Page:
National Pet Poison Prevention Week

Pet Poison Prevention Week, every 3rd week in March, is a week dedicated to help make the public more aware to common household toxins, how to avoid them and what to do if you suspect your pet has ingested one of these items.

The Most Common Poisonous Items Ingested by Pets

  • Human Medications
    • Prescription medications – depending on the type of medication and the amount ingested
    • Over-the-counter medications – most specifically products containing acetaminophen (aspirin) and other NSAIDS (Aleve, Advil, Motrin) can cause serious harm to your pet
  • Human Foods
    • Chocolate – the darker the chocolate the more serious and potentially deadly the situation
    • Xylitol – a sweetener found in sugarless gums, candies and some peanut butters is very dangerous even in small quantities
    • Other harmful foods include grapes, raisins, onions, garlic, macadamia nuts, table salt, yeast-based dough, and avocados
  • Rodenticides
    • Mouse and rat baits – depending on the type of bait ingested, the active ingredient present can result in moderate to severe symptoms. Some of which can produce uncontrolled bleeding, swelling of the brain, seizures, or kidney and liver failure, all of which could lead to death
    • If your pet ingests the dead rodents produced from these baits, that could be potentially fatal for your pet as well.
  • Household plants
    • Lilies (all forms within the Lilly family) are highly toxic to cats. It is as simple as barely chewing on a few leaves of the plant, licking the pollen or even drinking the water in the vase that these plants are in.

How to Prevent Accidental Ingestion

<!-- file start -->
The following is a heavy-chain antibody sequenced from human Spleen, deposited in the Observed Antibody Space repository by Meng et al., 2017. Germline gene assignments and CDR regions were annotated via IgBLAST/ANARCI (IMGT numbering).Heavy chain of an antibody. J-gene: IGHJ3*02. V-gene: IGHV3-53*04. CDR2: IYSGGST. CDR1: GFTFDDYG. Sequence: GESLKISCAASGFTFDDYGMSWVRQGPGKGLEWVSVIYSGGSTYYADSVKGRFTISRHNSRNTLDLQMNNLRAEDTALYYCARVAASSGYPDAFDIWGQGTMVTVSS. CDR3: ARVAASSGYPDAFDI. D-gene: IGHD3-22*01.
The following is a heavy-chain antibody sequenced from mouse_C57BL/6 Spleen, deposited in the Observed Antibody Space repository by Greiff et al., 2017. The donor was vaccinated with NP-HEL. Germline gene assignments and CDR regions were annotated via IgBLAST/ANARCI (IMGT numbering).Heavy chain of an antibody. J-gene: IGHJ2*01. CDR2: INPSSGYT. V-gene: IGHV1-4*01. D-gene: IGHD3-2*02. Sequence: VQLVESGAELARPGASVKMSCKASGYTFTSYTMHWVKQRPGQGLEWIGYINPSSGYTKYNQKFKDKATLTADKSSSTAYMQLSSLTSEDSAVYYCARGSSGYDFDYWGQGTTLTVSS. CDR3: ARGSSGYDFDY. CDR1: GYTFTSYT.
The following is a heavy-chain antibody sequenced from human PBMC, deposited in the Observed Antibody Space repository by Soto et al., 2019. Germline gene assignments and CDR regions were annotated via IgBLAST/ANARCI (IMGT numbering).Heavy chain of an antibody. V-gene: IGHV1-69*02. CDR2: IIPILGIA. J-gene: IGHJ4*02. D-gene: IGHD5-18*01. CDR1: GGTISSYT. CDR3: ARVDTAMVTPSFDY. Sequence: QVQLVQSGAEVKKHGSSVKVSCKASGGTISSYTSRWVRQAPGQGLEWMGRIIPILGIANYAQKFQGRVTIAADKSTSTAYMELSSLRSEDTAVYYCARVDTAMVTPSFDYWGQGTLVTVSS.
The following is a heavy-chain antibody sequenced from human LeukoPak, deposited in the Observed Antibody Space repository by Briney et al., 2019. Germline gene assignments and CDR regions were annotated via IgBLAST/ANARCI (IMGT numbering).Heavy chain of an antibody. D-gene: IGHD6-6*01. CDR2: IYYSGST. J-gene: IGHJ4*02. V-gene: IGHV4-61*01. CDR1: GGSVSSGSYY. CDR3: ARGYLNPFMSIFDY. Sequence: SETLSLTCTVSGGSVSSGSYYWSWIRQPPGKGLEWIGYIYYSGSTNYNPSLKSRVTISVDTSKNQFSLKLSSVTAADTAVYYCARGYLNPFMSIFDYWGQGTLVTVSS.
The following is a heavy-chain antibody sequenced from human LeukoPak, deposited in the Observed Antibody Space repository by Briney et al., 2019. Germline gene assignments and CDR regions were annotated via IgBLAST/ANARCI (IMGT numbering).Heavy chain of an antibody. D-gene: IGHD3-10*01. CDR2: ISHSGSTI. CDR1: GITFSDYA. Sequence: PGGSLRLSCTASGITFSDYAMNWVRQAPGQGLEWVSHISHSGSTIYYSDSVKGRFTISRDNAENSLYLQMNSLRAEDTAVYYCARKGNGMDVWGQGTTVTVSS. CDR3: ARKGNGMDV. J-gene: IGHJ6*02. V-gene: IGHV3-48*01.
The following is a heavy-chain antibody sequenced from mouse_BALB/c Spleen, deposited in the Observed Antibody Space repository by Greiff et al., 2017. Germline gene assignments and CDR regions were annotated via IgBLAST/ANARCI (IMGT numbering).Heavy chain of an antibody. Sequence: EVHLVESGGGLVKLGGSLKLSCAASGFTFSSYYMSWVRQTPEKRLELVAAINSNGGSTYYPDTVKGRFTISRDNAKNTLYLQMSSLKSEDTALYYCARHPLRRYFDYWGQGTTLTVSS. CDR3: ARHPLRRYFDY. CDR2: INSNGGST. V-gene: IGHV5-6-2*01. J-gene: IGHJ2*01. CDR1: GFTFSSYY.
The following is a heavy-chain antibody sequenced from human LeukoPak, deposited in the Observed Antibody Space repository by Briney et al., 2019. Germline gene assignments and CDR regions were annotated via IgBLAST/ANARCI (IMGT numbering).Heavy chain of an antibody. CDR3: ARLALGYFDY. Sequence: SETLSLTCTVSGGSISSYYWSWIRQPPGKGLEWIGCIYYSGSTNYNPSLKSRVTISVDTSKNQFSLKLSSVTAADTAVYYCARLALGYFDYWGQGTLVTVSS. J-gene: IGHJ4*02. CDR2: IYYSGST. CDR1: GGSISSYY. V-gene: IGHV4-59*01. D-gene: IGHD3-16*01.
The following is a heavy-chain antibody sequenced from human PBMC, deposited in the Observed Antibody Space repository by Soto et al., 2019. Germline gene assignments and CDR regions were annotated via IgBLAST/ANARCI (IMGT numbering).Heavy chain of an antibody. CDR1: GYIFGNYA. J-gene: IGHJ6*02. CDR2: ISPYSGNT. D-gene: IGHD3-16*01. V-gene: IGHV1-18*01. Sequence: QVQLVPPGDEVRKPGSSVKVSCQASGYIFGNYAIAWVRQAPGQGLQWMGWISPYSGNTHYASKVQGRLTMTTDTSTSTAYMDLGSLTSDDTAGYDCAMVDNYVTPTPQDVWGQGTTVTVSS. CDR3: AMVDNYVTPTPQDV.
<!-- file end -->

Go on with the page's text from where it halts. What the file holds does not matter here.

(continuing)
The easiest way to prevent your pet from ingesting these toxins is to keep these household items properly stored away from your pet. For medications this means keeping them safely up in a medicine cabinet rather than on the bed side table, the bathroom sink or in your purse or coat pocket. The same goes for foods around the house. Keeping the food over the countertops and off the coffee table when you quickly run to the other room can prevent your curious pet from accidentally ingesting a harmful food. Not feeding them table scraps or allowing kids to feed the family dog their afternoon snack (grapes or raisins!) can help keep your pets safe as well.

Harmful mouse and rat baits should never be placed in an area that pets frequently visit or can easily get to. Dogs are especially curious to things they find on the floor and can quickly ingest these small baits which can be particularly fatal. When storing them for future use, keeping them in the garage within another container off the ground is the best way to keep your pet safe.

What to do if You Suspect Your Pet Has Ingested Something

Depending on what your pet ingested, there is a wide range of signs and symptoms you could observe in your pet.  Signs include vomiting, diarrhea, lethargy, tremors, seizures, abnormal gait, difficulty breathing, pale or yellow gums, and unexplained bleeding. There is also a range of when these signs could arise from soon after ingestion to days later.

If you believe your pet has ingested something it shouldn’t have (whether you think the product is poisonous or not) immediately contact your veterinarian or call the Pet Poison Helpline at 855-764-7661. This helpline is open and available 24 hours a day, 7 days a week and even open on holidays. They have a highly trained staff that will be able to determine if what your pet ate is poisonous and what to do next. If the product your pet ingested is poisonous, they are even able to aid the veterinarian in appropriate treatment and management of your pet’s case.

If the recommended next step is to take your pet to an emergency clinic, see our list of recommended after-hour emergency clinics below.

IndyVet Emergency & Specialty Hospital
5425 Victory Dr
Indianapolis, IN 46203

Veterinary Specialty & Emergency Care South
4625 East Stop 11 Road
Indianapolis, IN 46237

VCA Advanced Veterinary Care Center
7712 Crosspoint Commons
Fishers, IN, 46038